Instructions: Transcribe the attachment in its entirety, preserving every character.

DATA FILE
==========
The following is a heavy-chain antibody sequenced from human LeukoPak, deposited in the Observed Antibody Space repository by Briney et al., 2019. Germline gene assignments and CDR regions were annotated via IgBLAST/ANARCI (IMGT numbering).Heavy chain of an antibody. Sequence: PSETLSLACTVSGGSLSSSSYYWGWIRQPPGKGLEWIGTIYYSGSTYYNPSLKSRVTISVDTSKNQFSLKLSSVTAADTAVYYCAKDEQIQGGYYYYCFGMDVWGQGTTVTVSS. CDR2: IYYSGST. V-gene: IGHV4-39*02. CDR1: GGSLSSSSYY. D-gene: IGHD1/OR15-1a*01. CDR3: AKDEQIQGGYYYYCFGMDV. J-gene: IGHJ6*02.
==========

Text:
The following is a heavy-chain antibody sequenced from human LeukoPak, deposited in the Observed Antibody Space repository by Briney et al., 2019. Germline gene assignments and CDR regions were annotated via IgBLAST/ANARCI (IMGT numbering).Heavy chain of an antibody. Sequence: PSETLSLACTVSGGSLSSSSYYWGWIRQPPGKGLEWIGTIYYSGSTYYNPSLKSRVTISVDTSKNQFSLKLSSVTAADTAVYYCAKDEQIQGGYYYYCFGMDVWGQGTTVTVSS. CDR2: IYYSGST. V-gene: IGHV4-39*02. CDR1: GGSLSSSSYY. D-gene: IGHD1/OR15-1a*01. CDR3: AKDEQIQGGYYYYCFGMDV. J-gene: IGHJ6*02.